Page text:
Revamping the Pastry Program at Forsyth CC

Forsyth’s CC’s new Pastry Chef, Cody Middleton, has big plans for the future of the club’s pastry program. Here’s how he plans to elevate and evolve all aspects.

On my very first day as Pastry Chef of Forsyth Country Club (Winston-Salem, N.C.), the Executive Sous Chef told me that the pastry program here was now my baby and that it was my responsibility to grow it into something of my own. Little did I know at the time what large aspirations upper management and I would have for this program. Here’s what I did first.

After service that day, I spent the next few hours cleaning, organizing, and becoming acclimated to the pastry kitchen. I had a vision of what I wanted to do and where I wanted to take the program, but I knew that those dreams would only materialize if I first made the kitchen mine and set it up in a manner that worked for me. Soon after this, I was asked by management if there was any new equipment I wanted or needed. So I came up with a wishlist. But a great chef can make something out of nothing so I was modest in my requests and I’ve found that it is gratifying to discover new ways of completing the same objective with the equipment we have on hand.


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Once I had a working kitchen, I identified the menu items that I could not under any circumstance change. The item the members were most vigilant about is our Signature Country Club Pie. It consists of a graham cracker shell filled with a dome of vanilla bean ice cream. It is topped with torched meringue and garnished with fresh berries. The members are extremely protective of this pie. From the amount of meringue to the design in which the meringue is piped to the plating and even the garnish—it must remain the same. Any slight deviation is totally unwelcomed.

I learned that this pie is part of what makes this club unique. Without dishes like it and the members who protect it, there wouldn’t be any culinary trademarks that distinguish us from others. So I accepted this pie with open arms and I’m pleased to carry on its tradition. But as Pastry Chef, my job is to dream up what can be while incorporating what was.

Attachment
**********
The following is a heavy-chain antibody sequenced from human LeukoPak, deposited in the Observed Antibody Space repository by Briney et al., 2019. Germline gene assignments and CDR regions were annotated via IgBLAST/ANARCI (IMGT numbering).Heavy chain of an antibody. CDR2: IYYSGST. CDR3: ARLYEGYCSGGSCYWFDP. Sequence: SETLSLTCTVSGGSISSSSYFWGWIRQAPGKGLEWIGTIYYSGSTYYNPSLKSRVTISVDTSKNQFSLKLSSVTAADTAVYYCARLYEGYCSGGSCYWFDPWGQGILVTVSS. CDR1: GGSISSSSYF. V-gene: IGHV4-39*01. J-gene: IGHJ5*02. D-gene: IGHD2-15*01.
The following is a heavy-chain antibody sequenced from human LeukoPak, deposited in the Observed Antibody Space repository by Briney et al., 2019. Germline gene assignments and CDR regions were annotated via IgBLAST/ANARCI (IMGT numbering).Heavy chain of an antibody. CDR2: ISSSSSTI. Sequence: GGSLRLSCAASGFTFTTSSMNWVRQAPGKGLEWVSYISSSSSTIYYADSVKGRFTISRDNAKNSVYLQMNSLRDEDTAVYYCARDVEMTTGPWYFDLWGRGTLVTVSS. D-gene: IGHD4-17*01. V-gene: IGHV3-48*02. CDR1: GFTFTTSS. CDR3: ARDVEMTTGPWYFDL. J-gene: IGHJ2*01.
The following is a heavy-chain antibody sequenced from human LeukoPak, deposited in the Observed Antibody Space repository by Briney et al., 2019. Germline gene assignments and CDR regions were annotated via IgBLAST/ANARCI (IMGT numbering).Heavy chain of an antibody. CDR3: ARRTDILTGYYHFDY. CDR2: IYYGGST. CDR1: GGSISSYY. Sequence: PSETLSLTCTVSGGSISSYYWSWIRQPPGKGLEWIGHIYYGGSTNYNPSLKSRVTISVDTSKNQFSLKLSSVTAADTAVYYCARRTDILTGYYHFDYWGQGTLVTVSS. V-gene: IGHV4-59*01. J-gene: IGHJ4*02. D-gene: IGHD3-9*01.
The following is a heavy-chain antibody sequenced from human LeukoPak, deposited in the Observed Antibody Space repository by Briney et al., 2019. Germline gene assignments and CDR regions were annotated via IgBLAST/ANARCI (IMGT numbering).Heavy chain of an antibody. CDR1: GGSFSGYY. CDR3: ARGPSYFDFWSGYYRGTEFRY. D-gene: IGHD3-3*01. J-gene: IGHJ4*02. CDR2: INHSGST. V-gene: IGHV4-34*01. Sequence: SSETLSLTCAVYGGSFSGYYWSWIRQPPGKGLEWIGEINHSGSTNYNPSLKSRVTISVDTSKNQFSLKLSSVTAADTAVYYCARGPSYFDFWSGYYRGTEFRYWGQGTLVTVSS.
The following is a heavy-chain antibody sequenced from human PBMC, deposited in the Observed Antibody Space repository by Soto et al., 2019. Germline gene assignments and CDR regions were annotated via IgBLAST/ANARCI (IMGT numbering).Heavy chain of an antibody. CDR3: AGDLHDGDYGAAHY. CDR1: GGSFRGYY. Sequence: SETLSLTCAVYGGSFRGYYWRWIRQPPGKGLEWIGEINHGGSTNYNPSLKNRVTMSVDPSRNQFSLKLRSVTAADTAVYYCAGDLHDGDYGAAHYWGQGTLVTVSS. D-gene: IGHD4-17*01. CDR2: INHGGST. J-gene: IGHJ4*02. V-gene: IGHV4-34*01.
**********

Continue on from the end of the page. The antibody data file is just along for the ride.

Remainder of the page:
I know that we can’t flip a pastry program overnight. It would send the members into shellshock, especially some of the members who are accustomed to simple pastry items. But as FCC continues to welcome a surge of younger members, we must marry traditional pastry with modern applications.

What has worked well for me so far in doing so has been using classic flavor combinations and presenting them in a fresh and modern way. I do this with contemporary plating designs and with modern techniques such as molecular gastronomy. (I’ve found that some chefs believe molecular gastronomy is the next big stride in the culinary world. Personally, I’m not sure the degree to which it will progress, but I do appreciate the variety, complexity and excitement it can provide to a member’s experience.)

As I continue to evolve our program here, member feedback will be paramount. Their opinions dictate my success. At the end of the day, whether I love or hate a certain dish is irrelevant. I must listen to them and find ways to please them.

To become better acquainted with our members’ tastes and preferences, and to showcase some of the innovative dishes I was looking to bring to the club, we decided to offer a French pastry buffet during a member event. French pastries are familiar, but by using emerging techniques I was able to blend vintage with novel. The display consisted of iconic classics like éclairs, pain au chocolat and macarons, but these items were made new with modern techniques I learned in France. Sharing with members the translations and processes of making a croustillant or glaҫage was mesmerizing. It gave me a way to connect with them.

Through this event, I learned that some of my members possess the same passion for pastry as me. I was able to hear about their experiences and get a better understanding of what they like and don’t like. These conversations truly make what I do worthwhile. This opportunity also provided somewhat instant and direct feedback which was invaluable.

Ultimately, a successful program can never be stagnant. It must evolve with trends while balancing the diverse expectations of our members. Fortunately, and unfortunately, there is no definite right or wrong answer regarding what should and shouldn’t be on a menu. But at the end of the day, that is what makes this job and this club so exhilarating, challenging and rewarding.